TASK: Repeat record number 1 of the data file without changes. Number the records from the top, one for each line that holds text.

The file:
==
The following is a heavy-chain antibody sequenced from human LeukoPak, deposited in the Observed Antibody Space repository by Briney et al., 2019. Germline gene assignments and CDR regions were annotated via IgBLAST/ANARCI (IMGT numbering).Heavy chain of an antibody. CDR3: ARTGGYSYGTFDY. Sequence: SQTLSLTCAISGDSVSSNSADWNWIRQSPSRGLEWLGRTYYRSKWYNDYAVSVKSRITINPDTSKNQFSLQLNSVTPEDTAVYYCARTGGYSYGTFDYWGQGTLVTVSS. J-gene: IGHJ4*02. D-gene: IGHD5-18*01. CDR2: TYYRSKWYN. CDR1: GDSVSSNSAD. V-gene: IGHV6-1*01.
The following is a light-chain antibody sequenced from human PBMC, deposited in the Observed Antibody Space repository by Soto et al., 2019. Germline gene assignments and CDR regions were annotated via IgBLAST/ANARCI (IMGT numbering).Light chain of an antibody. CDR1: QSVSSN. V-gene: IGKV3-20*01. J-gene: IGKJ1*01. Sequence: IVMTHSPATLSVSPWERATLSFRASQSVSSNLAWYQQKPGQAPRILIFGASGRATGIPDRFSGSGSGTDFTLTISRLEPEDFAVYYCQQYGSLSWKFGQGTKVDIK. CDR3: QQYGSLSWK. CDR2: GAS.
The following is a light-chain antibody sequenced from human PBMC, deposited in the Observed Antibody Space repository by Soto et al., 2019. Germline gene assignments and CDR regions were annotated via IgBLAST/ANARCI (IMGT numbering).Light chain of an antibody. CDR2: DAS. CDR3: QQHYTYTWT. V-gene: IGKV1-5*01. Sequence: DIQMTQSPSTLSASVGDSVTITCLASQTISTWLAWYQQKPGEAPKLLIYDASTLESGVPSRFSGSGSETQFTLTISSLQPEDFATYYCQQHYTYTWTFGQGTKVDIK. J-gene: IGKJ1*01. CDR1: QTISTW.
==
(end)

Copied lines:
The following is a heavy-chain antibody sequenced from human LeukoPak, deposited in the Observed Antibody Space repository by Briney et al., 2019. Germline gene assignments and CDR regions were annotated via IgBLAST/ANARCI (IMGT numbering).Heavy chain of an antibody. CDR3: ARTGGYSYGTFDY. Sequence: SQTLSLTCAISGDSVSSNSADWNWIRQSPSRGLEWLGRTYYRSKWYNDYAVSVKSRITINPDTSKNQFSLQLNSVTPEDTAVYYCARTGGYSYGTFDYWGQGTLVTVSS. J-gene: IGHJ4*02. D-gene: IGHD5-18*01. CDR2: TYYRSKWYN. CDR1: GDSVSSNSAD. V-gene: IGHV6-1*01.